from Citylink Newspaper
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|chicago artists' collective: home|
|Interview w/Natalie Borchers of The Chop Shop|
|By writer, published in citylink newspaper|
Two sisters decided to amass several artists for a one-night experience of film, music and visual arts on their own dime. They had no idea this premeire event in the raw space adjacent to the California Clipper would draw such a huge crowd. Today, they gear up for show number five.
Rachel and Natalie Borchers are working artists, first and foremost. Despite the glamourless income of bartending and light carpentry freelancing, the two add research, curation, event production and promotion to the workload. In the five shows so far, they managed to fly in musicians from around the US and budget around the needs of a multi-artist exhibition, all the while steadily producing original art for their own body of work.
The Chop Shop's Lament of the Sloth takes place on May 1 at their new location in Pilsen. With issues in the previous venue, from lights dimmed for film that killed the art on the walls, to the severe gentrification cocktail brewing in Humboldt, the Borchers sisters set to resolve all conflicts to best display the talents that inspired them in the first place. They found a home with separate floors to accommodate the varied media, and a community that is primed to embrace their contribution.
The Chop Shop owes its name to several local sublegal endeavors in close proximity to the original venue, and to the found object art that makes up a part of both founders' work. True to the aesthetic implied by the name, the sisters found alternative promotional stratagies to spread the word about the first one night show.
"I have to keep money out of it. It's not about that, and money wasn't a concern - just trying to get the word out. They [a-fir-ju-well, a participating band from Atlanta] advertised on wooden fruit crates. They painted the wood slats and left them around the neighborhood. That was our advertising," said Borchers. It worked. Natalie recalled looking up at Wicker Park's Una Mae's Freak Boutique on Milwaukee to see one of the original crates hanging from the ceiling on display. "We attracted all different types of people. The Chicago Motorcycle chapter show up. Professors. The intent is to bring in all different walks of people. It's not exclusive; I want it to be a shared experience."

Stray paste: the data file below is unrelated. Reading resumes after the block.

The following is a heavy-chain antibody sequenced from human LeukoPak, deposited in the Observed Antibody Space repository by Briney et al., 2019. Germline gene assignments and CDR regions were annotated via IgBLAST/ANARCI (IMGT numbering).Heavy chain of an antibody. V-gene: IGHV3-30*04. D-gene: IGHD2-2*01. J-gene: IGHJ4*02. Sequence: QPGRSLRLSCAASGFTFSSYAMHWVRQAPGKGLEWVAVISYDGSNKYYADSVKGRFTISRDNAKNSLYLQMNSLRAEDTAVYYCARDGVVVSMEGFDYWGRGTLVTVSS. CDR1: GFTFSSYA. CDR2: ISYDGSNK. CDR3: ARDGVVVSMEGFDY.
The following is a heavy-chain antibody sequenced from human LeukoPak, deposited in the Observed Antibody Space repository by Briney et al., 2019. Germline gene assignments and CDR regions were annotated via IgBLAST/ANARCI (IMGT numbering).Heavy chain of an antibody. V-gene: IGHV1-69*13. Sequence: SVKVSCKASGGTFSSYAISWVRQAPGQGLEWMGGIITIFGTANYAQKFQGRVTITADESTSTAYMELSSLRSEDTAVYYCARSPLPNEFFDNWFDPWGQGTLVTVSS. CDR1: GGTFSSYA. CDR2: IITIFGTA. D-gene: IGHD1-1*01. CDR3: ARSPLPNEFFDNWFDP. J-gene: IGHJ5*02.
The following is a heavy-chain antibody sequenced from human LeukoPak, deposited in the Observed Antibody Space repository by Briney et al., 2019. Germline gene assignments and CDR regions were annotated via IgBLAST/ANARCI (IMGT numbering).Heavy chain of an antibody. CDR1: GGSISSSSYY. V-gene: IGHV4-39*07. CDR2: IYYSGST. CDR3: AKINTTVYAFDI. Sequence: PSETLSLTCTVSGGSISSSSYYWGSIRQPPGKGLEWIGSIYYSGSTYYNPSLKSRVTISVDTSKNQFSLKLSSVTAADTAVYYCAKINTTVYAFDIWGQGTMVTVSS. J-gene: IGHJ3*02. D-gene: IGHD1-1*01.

Rachel and Natalie painstakingly select artists not only for their creative work, but for their ability to work toward a common goal. N. Borchers reiterated throughout the conversation the collectivity necessary and integral from the preproduction efforts to the time the doors open. Everybody is respected, and everybody is important. The same goes for the guests. It's a sentiment Natalie rarely finds in formal gallery exhibitions. "Nothing makes sense to me about a gallery setting, it just seems stale. Dead. I wanted to create an experience that was alive, that you could take with you." This opinion has developed from its birthplace at the School of the Art Institute here in the city, where Natalie studied. "Art school pissed me off." Borchers said, swiftly mounting her hands on her hips. "I wanted to bring in all the people that that experience wanted to exclude."
With that spirit of acceptance, the sisters decided on a date to coincide with the new moon, a date of significance in the mythos of changing-season cultures. "Outdoor fucking begins," Natalie chimed, "The 1st of May. It's a new moon , so I thought it was appropriate. Immediacy, honesty, no pretension."
After a long winter of concerns like the gas bill and rent, Borchers' intent to celebrate the tenacity of American artists brought about the title Lament of the Sloth. Participating artist Dave Pearson actually named the show in a conversation of misunderstanding and wordplay. "Dave named it 'Lament of the Sloth,'" said N. Borchers. "I thought of the deadly sin, but he was referring to the animal," cracking up Pearson, who was present at the interview and seated across the studio. Pearson added, "Then I started thinking of it as artists that kind of keep going. It's sad. They're not being slothful. They don't stop, whatever happens. It's lamenting our non-slothiness." In addition to the rich sound of a deadly sin, it so happens that Lexy Strong, an exhibition visual artist, has imagery of the sloth (animal) in her body of work. The name worked.
The sisters don't really know what to expect this time around. They do know, however, that their work is important. These artists produce. They work as many jobs as they have to, spend money to produce art for art's sake, and some fat wallets have done more than take notice. "At the last show, once it became a name, some big people came in. For instance, a big time photographer bought up Gregory Jacobson's [a visual artist from a previous show] collection, turned around and sold it for a substantial profit," Natalie pointed out. The sisters take no commission from the exhibitors, as they feel no right to cut into a fellow artist's living. Even though the rich guy got a little richer, as they do, the Chop Shop sisters see it as progress. The exposure is growing.
The list is set. Lament of the Sloth with host works from
twelve artists, and live music from The Good Friday Experiment and a-fir-ju-will
out of Atlanta, Georgia. "I wanted the purity, Natalie emphasized. "Keep